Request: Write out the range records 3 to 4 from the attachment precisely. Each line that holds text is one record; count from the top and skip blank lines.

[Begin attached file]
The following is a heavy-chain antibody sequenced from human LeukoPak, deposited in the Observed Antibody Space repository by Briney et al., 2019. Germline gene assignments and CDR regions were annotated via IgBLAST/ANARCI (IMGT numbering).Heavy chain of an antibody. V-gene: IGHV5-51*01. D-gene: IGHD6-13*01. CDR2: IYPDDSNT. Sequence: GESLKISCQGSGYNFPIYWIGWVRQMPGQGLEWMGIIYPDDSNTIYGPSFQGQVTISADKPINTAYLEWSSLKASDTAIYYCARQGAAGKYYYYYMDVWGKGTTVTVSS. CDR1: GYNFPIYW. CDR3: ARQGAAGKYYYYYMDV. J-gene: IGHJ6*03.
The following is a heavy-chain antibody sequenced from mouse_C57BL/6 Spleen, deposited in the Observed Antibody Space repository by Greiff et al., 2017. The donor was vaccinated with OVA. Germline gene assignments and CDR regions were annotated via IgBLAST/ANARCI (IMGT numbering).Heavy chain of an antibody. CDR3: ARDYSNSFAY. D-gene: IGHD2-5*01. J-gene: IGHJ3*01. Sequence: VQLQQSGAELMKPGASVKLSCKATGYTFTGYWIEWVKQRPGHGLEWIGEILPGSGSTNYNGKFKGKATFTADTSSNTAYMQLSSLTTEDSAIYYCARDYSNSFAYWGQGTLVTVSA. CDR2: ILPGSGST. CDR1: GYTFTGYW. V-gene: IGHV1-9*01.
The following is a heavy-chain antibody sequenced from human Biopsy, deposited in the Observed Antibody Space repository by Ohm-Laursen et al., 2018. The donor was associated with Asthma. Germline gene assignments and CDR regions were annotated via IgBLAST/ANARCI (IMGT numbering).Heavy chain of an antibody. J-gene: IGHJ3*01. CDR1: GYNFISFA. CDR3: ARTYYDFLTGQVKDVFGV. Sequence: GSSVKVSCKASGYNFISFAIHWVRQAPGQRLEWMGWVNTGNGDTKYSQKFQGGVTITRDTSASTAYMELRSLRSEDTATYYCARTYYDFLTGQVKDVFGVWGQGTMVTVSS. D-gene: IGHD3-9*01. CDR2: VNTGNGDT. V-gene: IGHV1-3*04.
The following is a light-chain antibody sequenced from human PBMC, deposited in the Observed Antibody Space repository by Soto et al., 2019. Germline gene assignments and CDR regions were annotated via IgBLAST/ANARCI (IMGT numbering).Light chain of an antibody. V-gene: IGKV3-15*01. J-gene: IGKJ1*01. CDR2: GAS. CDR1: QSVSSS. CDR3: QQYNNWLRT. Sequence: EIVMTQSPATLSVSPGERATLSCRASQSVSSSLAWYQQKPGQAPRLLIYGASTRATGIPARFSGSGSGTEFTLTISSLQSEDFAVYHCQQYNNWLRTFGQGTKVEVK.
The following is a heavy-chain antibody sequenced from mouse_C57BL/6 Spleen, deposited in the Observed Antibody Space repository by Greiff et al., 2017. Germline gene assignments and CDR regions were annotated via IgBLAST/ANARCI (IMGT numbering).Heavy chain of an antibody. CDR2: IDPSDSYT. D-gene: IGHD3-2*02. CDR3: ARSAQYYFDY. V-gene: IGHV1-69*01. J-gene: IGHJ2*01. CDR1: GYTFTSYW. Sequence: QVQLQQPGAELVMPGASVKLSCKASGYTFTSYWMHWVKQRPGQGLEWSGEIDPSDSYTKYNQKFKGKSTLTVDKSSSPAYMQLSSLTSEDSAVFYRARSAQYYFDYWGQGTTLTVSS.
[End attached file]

The following is a heavy-chain antibody sequenced from human Biopsy, deposited in the Observed Antibody Space repository by Ohm-Laursen et al., 2018. The donor was associated with Asthma. Germline gene assignments and CDR regions were annotated via IgBLAST/ANARCI (IMGT numbering).Heavy chain of an antibody. J-gene: IGHJ3*01. CDR1: GYNFISFA. CDR3: ARTYYDFLTGQVKDVFGV. Sequence: GSSVKVSCKASGYNFISFAIHWVRQAPGQRLEWMGWVNTGNGDTKYSQKFQGGVTITRDTSASTAYMELRSLRSEDTATYYCARTYYDFLTGQVKDVFGVWGQGTMVTVSS. D-gene: IGHD3-9*01. CDR2: VNTGNGDT. V-gene: IGHV1-3*04.
The following is a light-chain antibody sequenced from human PBMC, deposited in the Observed Antibody Space repository by Soto et al., 2019. Germline gene assignments and CDR regions were annotated via IgBLAST/ANARCI (IMGT numbering).Light chain of an antibody. V-gene: IGKV3-15*01. J-gene: IGKJ1*01. CDR2: GAS. CDR1: QSVSSS. CDR3: QQYNNWLRT. Sequence: EIVMTQSPATLSVSPGERATLSCRASQSVSSSLAWYQQKPGQAPRLLIYGASTRATGIPARFSGSGSGTEFTLTISSLQSEDFAVYHCQQYNNWLRTFGQGTKVEVK.